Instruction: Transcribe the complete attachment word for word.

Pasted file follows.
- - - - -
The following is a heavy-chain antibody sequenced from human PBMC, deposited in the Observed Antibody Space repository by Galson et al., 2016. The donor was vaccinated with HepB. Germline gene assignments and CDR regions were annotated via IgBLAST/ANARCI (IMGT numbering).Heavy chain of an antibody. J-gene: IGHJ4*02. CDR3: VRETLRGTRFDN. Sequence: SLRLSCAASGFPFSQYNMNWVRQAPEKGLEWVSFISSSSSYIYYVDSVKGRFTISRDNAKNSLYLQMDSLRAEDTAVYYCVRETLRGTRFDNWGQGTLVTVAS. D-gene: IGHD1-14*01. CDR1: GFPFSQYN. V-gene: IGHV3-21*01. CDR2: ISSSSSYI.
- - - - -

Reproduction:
The following is a heavy-chain antibody sequenced from human PBMC, deposited in the Observed Antibody Space repository by Galson et al., 2016. The donor was vaccinated with HepB. Germline gene assignments and CDR regions were annotated via IgBLAST/ANARCI (IMGT numbering).Heavy chain of an antibody. J-gene: IGHJ4*02. CDR3: VRETLRGTRFDN. Sequence: SLRLSCAASGFPFSQYNMNWVRQAPEKGLEWVSFISSSSSYIYYVDSVKGRFTISRDNAKNSLYLQMDSLRAEDTAVYYCVRETLRGTRFDNWGQGTLVTVAS. D-gene: IGHD1-14*01. CDR1: GFPFSQYN. V-gene: IGHV3-21*01. CDR2: ISSSSSYI.